skeptical inquiry: epigenetic orthodontics

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I first heard the phrase “epigenetic orthodontics” when I told my new dentist that I had obstructive sleep apnea. The dentist said that there was interesting new work being done in treating apnea with this type of orthodontics and gave me the name of a researcher who was involved in it: Dave Singh, DDSc, PhD, BDS.

Epigenetics: inherited changes or gene expression caused by mechanisms other than DNA.
Orthodontics: the use of corrective appliances to bring teeth, jaw, and other facial features into alignment.

Put the two together and what have you got?

“…appliances…capable of modulating genetic pathways, which are effectively dormant or inactive, and are capable of restarting craniofacial development in adult patients as well as in children. In addition, abnormal patterning is corrected, in part, through the deployment of orthodontic/orthopedic/pneumopedic™ devices or DNA appliances™, which may evoke natural developmental processes that improve a patient’s airway and thereby ameliorate or prevent airway issues such as snoring and other forms of sleep-disordered breathing through non-surgical airway remodeling™.”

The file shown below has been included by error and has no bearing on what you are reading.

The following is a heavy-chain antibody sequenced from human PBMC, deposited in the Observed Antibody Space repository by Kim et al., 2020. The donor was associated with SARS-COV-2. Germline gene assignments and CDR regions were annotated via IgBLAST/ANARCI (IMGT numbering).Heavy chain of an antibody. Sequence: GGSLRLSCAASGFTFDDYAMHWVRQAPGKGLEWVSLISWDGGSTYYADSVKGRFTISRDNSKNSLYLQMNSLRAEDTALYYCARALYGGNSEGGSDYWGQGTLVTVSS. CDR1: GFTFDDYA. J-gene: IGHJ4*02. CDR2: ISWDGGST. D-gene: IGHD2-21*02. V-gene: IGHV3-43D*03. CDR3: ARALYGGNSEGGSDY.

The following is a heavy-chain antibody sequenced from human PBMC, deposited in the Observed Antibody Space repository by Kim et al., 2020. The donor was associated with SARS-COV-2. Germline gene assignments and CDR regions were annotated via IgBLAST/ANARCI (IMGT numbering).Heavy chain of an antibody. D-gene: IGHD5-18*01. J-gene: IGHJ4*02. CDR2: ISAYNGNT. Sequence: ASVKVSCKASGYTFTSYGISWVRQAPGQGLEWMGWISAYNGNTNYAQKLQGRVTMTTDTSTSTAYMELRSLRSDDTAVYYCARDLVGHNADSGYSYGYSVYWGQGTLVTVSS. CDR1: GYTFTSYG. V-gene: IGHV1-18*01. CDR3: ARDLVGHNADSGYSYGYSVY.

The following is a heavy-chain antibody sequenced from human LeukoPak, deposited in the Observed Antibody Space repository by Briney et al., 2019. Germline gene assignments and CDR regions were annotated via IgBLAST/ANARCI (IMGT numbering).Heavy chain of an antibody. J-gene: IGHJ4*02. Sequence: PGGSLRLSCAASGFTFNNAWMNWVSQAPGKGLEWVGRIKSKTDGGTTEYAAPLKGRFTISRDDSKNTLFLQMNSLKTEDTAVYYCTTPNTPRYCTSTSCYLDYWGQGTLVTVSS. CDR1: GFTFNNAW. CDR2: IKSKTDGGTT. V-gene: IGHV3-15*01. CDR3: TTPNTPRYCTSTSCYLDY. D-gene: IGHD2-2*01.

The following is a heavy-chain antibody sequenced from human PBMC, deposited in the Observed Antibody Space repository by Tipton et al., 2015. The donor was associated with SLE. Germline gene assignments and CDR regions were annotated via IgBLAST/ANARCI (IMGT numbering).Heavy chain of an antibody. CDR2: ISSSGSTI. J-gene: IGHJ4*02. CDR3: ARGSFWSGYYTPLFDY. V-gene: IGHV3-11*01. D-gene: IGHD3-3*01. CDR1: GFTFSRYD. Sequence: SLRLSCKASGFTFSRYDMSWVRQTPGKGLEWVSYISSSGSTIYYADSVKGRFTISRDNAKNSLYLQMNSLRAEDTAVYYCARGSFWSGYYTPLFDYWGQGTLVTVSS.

What was that again? Maybe this will clear it up for you. The appliances in question do the following:

“…modify, change or attenuate the physical location of natural teeth, jaws and airway in 3-D space during orthodontic/orthopedic/pneumopedic™ treatments, based on the concept of ‘temporo-spatial patterning.'”

The claim seems to be that an appliance in your mouth will encourage gene expression to alter the structure of your jaw, mouth, etc. in a beneficial way. In adults. It seems like crazy gibberish, but so does modern physics, so we’ll give it a benefit of the doubt for a little while. I’ll return to this topic again after having searched for peer-reviewed journal research strongly supporting this method of facial improvement. According to this page, there are “certified providers” already using this technique. Surely, they wouldn’t be actually treating people without solid published research.

I’ll be back when I’ve had some more time with this.

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